Harrington has taken 500,000 images in over 80 countries and about 50,000 are posted on his website, he says. Because he has disabled the ability to directly download his images from his website, infringers can only obtain them by taking low-resolution screenshots or finding them on other websites.
Harrington’s website is plastered with copyright notices. One says that no photos on the site “are within the public domain.”
And yet a reverse image search of one of Harrington’s photos – a pastoral view of a road winding through Kentucky horse country – turns up 624 uses across 16 pages of Google search results.
On the Wikimedia Commons site, where creators post images for royalty-free use, the photo is credited as owned by someone else and labeled as freely available for any use. Users who rely on that assurance risk an infringement suit.
DeSouza says prolific content providers such as Harrington must rely on third parties, including law firms that practice copyright infringement law, to protect their rights. “He has 500,000 photos,” DeSouza said. “It would take this guy 85 years to track all infringements.”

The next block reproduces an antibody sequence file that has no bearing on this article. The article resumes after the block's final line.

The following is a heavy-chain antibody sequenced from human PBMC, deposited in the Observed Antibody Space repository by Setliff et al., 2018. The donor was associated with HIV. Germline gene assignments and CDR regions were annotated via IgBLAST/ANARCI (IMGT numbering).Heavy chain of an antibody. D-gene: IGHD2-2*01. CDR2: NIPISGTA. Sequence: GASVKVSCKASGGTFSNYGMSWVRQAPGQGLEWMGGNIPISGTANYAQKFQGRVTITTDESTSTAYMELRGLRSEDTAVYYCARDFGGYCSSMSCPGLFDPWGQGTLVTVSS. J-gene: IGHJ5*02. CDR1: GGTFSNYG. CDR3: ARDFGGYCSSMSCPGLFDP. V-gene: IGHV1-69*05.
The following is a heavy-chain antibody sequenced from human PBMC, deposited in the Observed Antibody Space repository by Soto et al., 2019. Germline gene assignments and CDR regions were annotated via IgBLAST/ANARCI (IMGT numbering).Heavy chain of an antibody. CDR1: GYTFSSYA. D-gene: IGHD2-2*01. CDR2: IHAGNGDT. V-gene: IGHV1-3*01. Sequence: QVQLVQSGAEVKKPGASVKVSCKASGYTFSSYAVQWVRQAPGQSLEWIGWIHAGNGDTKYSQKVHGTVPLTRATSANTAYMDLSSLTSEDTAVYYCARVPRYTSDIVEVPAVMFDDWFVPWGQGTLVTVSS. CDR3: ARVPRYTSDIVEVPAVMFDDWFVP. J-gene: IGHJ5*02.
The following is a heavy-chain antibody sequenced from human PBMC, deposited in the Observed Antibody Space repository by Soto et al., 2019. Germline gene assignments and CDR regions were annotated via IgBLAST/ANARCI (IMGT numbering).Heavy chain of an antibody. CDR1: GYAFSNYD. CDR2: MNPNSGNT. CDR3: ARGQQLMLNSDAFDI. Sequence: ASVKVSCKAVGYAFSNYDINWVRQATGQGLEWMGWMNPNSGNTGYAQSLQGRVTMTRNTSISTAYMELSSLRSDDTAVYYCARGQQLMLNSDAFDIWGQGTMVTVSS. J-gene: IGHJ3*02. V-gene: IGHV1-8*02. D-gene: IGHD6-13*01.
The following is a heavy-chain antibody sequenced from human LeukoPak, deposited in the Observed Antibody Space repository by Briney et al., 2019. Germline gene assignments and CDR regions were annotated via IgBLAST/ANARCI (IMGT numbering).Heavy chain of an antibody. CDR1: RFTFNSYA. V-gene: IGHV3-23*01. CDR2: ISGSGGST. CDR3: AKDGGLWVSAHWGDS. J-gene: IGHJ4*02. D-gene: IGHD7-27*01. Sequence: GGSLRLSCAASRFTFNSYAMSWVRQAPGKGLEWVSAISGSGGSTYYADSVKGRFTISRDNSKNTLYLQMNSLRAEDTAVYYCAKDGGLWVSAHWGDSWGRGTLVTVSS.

In an interview, Harrington said he has been portrayed by opposing attorneys as a copyright troll “who puts this material out on the internet solely for the purpose of hooking infringers.”
He takes issue with such accusations, as a sought-after professional who has been shooting high-quality photographs since the 1970s for magazines such as Time, Forbes, National Geographic and many others.
In addition to nearly five decades of experience, he has invested about $100,000 in camera equipment, computers, monitors, hard drives, software and a drone. Then there are outlays for travel, hotels, renting helicopters or hot air balloons, and liability insurance.
“This is my point of view,” he said. “I took these pictures and I deserve to be paid. I don’t have a lot of sympathy for people who can’t be bothered to find out how to license a photo.”
Some content creators pay companies, such as TinEye, to constantly search the internet for infringing uses. There are also law firms that perform searches, though DeSouza says his firm is not among them and relies on creators to alert the firm to potential claims.
And there are content owners who pursue claims more aggressively than others, DeSouza says. Most law firms take copyright infringement cases on contingency – meaning they only get paid when they win in court or convince targets to settle, because content owners typically can’t afford to pay lawyers’ hourly fees upfront, he says.
That results-dependent arrangement is why targeted infringers almost always end up paying something. For every lawsuit that’s actually filed, there’s an untold number of targets who pay up to make the threat go away, Stoltz said.
Typically, content owners resort to lawsuits when accused infringers ignore their initial communications, DeSouza and Harrington said.